3D map – an overview

What is it for?

Use this template for visualizing large geographic datasets over time. You can input any data with locations in latitude and longitude format, but it becomes especially powerful with data including timestamps, such as website traffic or financial transactions. Events are shown as pulses on an interactive map, optionally scaled and coloured based on the data.

In addition to the points layer, you can also add GeoJSON regions to this template. This is useful if you'd like to add (optionally extruded) regions on top of a base map along with your points.

How to get started

    At a minimum, you need a spreadsheet of events with columns for latitude and longitude, for example:
    latitude longitude
    -6.081689835 145.3919983
    -5.207079887 145.7890015
    -5.826789856 144.2960052

    If you only have place names and no latitudes and longitudes, you'll need to geocode your data. Various online tools, for example latlong.net, can help with this.

    This will display events on the map, but the timeline will be hidden without a Start time binding for your events. Be sure to set the date format in the "Events" section of the settings panel so that it matches your data. Keep in mind you can also overwrite the date format by using d3-time-format syntax.

    If you've added your start times and your events aren't displaying, you've probably added the wrong date or time format.

    You can also supply the following information in your Points layer:
    • Category: used to track separate categories of events in the event counter, and determines the colours of your events when using a categorical color scale.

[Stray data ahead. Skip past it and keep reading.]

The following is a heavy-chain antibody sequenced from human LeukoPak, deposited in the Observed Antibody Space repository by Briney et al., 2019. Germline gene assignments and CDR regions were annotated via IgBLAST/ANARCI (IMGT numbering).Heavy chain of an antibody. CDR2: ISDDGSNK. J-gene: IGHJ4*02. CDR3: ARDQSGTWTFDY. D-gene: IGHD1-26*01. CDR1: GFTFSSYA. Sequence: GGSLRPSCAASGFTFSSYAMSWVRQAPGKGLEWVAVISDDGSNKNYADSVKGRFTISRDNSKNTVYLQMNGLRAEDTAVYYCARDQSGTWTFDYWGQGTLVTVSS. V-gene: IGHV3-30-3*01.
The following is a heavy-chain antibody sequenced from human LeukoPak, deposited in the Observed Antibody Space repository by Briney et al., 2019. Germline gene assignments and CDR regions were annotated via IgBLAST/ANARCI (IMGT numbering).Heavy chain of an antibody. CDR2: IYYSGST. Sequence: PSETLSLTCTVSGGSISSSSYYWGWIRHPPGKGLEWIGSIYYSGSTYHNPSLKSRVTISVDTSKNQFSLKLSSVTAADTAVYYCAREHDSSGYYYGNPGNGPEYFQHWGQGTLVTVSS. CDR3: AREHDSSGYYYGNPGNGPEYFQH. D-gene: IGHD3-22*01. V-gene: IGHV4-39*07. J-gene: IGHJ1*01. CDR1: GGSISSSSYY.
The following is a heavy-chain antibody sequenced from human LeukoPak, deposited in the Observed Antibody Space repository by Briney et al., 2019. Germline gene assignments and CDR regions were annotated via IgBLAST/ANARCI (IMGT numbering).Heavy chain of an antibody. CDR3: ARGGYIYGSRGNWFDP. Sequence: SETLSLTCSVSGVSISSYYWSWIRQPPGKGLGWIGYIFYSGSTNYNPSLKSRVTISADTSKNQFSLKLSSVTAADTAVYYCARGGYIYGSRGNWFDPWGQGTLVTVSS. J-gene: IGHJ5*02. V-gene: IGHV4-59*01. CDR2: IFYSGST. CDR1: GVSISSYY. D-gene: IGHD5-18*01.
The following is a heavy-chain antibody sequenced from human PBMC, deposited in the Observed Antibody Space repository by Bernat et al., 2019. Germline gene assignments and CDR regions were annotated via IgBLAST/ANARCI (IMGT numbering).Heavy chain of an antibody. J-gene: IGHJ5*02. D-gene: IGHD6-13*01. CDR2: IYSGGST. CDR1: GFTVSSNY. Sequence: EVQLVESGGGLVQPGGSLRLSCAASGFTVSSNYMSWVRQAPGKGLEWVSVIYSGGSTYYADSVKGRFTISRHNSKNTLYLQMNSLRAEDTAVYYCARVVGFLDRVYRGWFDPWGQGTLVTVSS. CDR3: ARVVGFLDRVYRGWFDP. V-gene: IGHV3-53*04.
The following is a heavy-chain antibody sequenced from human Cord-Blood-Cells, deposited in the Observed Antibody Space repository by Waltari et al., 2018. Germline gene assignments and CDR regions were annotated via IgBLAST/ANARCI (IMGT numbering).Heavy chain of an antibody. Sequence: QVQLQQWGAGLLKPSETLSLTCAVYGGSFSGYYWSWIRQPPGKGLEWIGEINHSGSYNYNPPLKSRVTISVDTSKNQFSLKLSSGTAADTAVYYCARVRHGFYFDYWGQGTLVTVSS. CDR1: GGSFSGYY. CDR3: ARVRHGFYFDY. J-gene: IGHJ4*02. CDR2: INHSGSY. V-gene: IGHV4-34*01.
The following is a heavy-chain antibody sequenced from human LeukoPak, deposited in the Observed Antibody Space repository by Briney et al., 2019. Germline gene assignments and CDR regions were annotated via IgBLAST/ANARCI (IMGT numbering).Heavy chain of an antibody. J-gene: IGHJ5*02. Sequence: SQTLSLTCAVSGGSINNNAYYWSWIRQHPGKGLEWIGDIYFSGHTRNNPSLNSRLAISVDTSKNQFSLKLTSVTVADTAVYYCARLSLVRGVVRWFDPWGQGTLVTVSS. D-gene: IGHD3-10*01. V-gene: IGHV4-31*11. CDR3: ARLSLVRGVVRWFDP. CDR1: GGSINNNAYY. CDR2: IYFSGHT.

• End time: the end time of the event in the same format as the main timestamp.
    • Value (scale): numerical data, used to determine the scale at which to draw the event.
    • Value (colour): numerical data, used to determine the colour of events when using a sequential or diverging colour scheme.
    If you would like to have a regions layer, upload your regions to the "Regions" tab. You can learn more about this here.
    You can also display an inset map to help the viewer put the current map view of a larger area. By default, if enabled, the inset map shows a globe. But you can set the map to show any region you like by uploading one or more regions (in GeoJSON format) to the "Inset Map Regions" data sheet. Alternatively, if you just want one or more countries, you can copy the relevant row(s) from Regions datasheet of our Projection Map template.
    The map will automatically sets its initial zoom and centre to contain all your points and regions. If you want to override this you have two options. 
    • Restrict the bounds of the map (under Base Map > Viewport)

    • Create a story: hit the "Create a story" button and drag the map into whatever zoom/pan state you like, and it will be automatically saved. If you don't want the navigation bar at the top, choose "None" from the "Navigation" menu. You can learn more about single-slide stories here.